Show ContentsFentume History, Family Crest & Coats of Arms

Of all the Anglo-Saxon names to come from Britain, Fentume is one of the most ancient. The name is a result of the original family having lived in the region of Fenton. The surname Fentume originally derived from the Old English words Fenne and Tun which referred to an enclosed region by a dyke. There are numerous listings of this local name: a township near Carlisle, Cumberland; a chapelry in the parish of Beckingham, Lincoln; and a hamlet in the parish of Kettlethorpe, Lincoln.

Early Origins of the Fentume family

The surname Fentume was first found in Yorkshire where the Gilbert de Fenton was listed in the Hundredorum Rolls of 1273. The same rolls included: Robert de Fenton, Lincolnshire; and Thomas de Fenton, Devon. [1]

Ralph de Fenton, was Rector of Warham, Norfolk in 1358 [2] and the Yorkshire Poll Tax Rolls of 1379 listed: Ricardus de Fenton; Johannes de Fenton; and Robertus de Fenton as all holdings lands there at that time. [1]

Early History of the Fentume family

This web page shows only a small excerpt of our Fentume research. Another 38 words (3 lines of text) covering the years 1261, 1539, 1608, 1603, 1565, 1615, 1565, 1601, 1603, 1683, 1730, 1683, 1694, 1726, 1726, 1728, 1754, 1760, 1760 and are included under the topic Early Fentume History in all our PDF Extended History products and printed products wherever possible.

Fentume Spelling Variations

The first dictionaries that appeared in the last few hundred years did much to standardize the English language. Before that time, spelling variations in names were a common occurrence. The language was changing, incorporating pieces of other languages, and the spelling of names changed with it. Fentume has been spelled many different ways, including Fenton, Fentun, Fentoun, Fentown, Fentoune and many more.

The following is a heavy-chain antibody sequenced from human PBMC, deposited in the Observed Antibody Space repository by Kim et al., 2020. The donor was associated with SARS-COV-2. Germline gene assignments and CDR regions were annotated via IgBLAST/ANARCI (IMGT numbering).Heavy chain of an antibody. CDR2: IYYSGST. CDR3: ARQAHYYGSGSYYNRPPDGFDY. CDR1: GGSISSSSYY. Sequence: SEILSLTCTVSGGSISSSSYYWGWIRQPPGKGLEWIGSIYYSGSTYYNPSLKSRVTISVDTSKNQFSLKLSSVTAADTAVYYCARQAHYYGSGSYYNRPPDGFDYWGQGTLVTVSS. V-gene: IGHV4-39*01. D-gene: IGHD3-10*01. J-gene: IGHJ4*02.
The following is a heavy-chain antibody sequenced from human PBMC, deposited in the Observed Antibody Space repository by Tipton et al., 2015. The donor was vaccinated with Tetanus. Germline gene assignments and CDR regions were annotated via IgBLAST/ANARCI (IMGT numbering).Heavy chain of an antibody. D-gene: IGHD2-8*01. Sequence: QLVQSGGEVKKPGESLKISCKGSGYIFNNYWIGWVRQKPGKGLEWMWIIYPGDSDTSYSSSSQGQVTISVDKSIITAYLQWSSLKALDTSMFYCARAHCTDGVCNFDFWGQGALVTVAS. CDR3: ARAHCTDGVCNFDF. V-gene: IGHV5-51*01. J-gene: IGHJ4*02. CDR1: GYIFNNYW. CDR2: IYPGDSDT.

Early Notables of the Fentume family (pre 1700)

Notables of this surname at this time include: Sir Geoffrey Fenton (c.1539-1608), English writer and Privy Councillor (government advisor) from Nottinghamshire. His brother Edward Fenton (d. 1603), the English navigator, helped discovery the Northwest passage. They were sons of Henry Fenton of Fenton, in the parish of Sturton (formerly Stretton-le-Steeple), Nottinghamshire, and of Cecily, daughter of John Beaumont of Coleorton, Leicestershire. "Like his brother, Sir Geoffrey Fenton, he sold his hereditary patrimony, preferring the life of a soldier of fortune to the prospect of ending his days in the ignominious ease of his ancestral home." [3] Roger Fenton (1565-1615), was born in...
Another 314 words (22 lines of text) are included under the topic Early Fentume Notables in all our PDF Extended History products and printed products wherever possible.

Ireland Migration of the Fentume family to Ireland

Some of the Fentume family moved to Ireland, but this topic is not covered in this excerpt.
Another 80 words (6 lines of text) about their life in Ireland is included in all our PDF Extended History products and printed products wherever possible.

Migration of the Fentume family

Thousands of English families in this era began to emigrate the New World in search of land and freedom from religious and political persecution. Although the passage was expensive and the ships were dark, crowded, and unsafe, those who made the voyage safely were rewarded with opportunities unavailable to them in their homeland. Research into passenger and immigration lists has revealed some of the very first Fentumes to arrive in North America: Robert Fenton who settled in Virginia in 1606, fourteen years before the "Mayflower"; James Fenton, who purchased land in Virginia in 1623; Henry Fenton, who received a land grant in Virginia in 1638.



The Fentume Motto +

The motto was originally a war cry or slogan. Mottoes first began to be shown with arms in the 14th and 15th centuries, but were not in general use until the 17th century. Thus the oldest coats of arms generally do not include a motto. Mottoes seldom form part of the grant of arms: Under most heraldic authorities, a motto is an optional component of the coat of arms, and can be added to or changed at will; many families have chosen not to display a motto.

Motto: Gwell angau na gwarth
Motto Translation: Death before disgrace.


  1. ^ Bardsley, C.W, A Dictionary of English and Welsh Surnames: With Special American Instances. Wiltshire: Heraldry Today, 1901. Print. (ISBN 0-900455-44-6)
  2. ^ Rye, Walter, A History of Norfolk. London: Elliot Stock, 62, Paternoster Row, 1885. Print
  3. ^ Smith, George (ed), Dictionary of National Biography. London: Smith, Elder & Co., 1885-1900. Print


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